The further to the left or the right you move, the more your lens on life distorts.

Sunday, July 12, 2020

The Perils of Pauline

It was a mere four years ago and progressives were experiencing heady days. Their candidate, Hillary Rodham Clinton had manipulated the DNC and the primaries to ensure that she would be the Democrat presidential candidate. At the same time, the media was clandestinely promoting someone named Donald Trump, hoping that he would become the weakest of potential GOP candidates and then get trounced by HRC. Throughout the summer and fall, hundreds of political polls indicated that Hillary would beat any GOP candidate, but more important, that she would demolish Donald Trump. Hillary Clinton was a shoo-in, and life would be ... well ... progressive. The Obama era would continue, this time with a woman.

It didn't work out that way, and you'd think that at least a few progressives might be getting a feeling of deja vu. But progressives are, if nothing else, prone to fantasy thinking. To wit, they believe that:
  • the virus will defeat Trump so long as we keep the economy and the schools shut down, so we'll adopt positions that are in favor of both; 
  • unemployment is awful because of the shut-down, but it's a small price to pay to defeat the evil Trump, so we'll continue to promote positions that keep unemployment high;
  • it's worth sowing fear, uncertainty and doubt among the masses, as long as they translate that into fear, uncertainty and doubt about Trump;
  • there's nothing wrong with a little socialism to rid the country of ... well, just about everything we don't like about the country;
  • Biden is a clear-thinking moderate, despite his inability to string three extemporaneous, coherent sentences together, but he'll win, and then progressives will convince him to go hard-left;
  • the polls look great—Trump is gonna lose.
Conservative firebrand, Kurt Schlichter (read the whole thing) has a somewhat different take. He wonders why the progressives who cried and even wailed on the night of the 2016 election haven't recognized that they were lied to then, and it's possible they're being lied to now.
The Trump people are annoyed, and they intend to vote. You [progressives] smile, confident in the polls telling you that Joe Biden, whose basement dwelling really has nothing to do with his obvious decline, is way ahead. Sure, that happened last time, but this time the polls are dead on. They have to be, right? You can’t imagine that someone, in this environment of vitriol against dissenters that you support, might hesitate to admit to a stranger on the phone an inclination to vote for the guy who is literally Hitler.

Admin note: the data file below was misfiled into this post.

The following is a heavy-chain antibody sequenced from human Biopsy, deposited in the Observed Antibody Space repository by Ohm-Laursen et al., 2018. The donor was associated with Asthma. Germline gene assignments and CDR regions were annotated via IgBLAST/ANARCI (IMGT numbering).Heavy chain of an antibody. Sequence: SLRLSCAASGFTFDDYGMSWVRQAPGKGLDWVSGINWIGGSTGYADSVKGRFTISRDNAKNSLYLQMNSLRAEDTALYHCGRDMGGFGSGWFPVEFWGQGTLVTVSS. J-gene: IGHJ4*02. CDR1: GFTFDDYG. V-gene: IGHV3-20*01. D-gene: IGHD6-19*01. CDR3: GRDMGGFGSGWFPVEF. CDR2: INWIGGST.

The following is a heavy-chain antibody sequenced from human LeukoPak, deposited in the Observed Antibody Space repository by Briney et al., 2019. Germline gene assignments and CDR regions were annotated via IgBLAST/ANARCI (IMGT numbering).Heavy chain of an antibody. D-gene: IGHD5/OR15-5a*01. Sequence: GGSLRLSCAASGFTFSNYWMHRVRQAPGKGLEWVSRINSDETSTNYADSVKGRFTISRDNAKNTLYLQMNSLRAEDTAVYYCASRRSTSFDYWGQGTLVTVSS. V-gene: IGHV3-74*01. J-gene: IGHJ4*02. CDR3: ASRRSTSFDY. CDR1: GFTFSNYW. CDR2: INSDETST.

You can console yourself that all the people and all the outlets telling you exactly what you want to hear are telling you the truth. But somewhere inside your noggin there’s that nagging voice whispering the troubling question: “Am I being lied to again?” 

It’s Pauline Kael’s* world, and you’re living in it.
Like Pauline, most progressives don't know and certainly don't regularly associate with very many "deplorables." In fact, they often refuse to even listen to opinions that conflict with their own, shutting down any discussion by becoming agitated or in the extreme, reverting to an ad hominem attack on the person offering an opposing opinion. After all, once you call someone a "racist" or suggest that their opinion is worthless because of "white privilege," any meaningful discussion is over.

Deplorables, on the other hand, cannot escape being inundated with progressive thought—from the mass media, from the entertainment industry, from academia, from many government agencies, from major corporations, and increasingly, even from the scientific community. Deplorables have no choice but to listen, but they don't have to agree with what they hear. 

Push back is coming ... again.

*  Kael was a film critic, living in New York, who in 1972 is claimed to have said, "I live in a rather special world. I only know one person who voted for Nixon. Where they are I don't know. They're outside my ken. But sometimes when I'm in a theater I can feel them."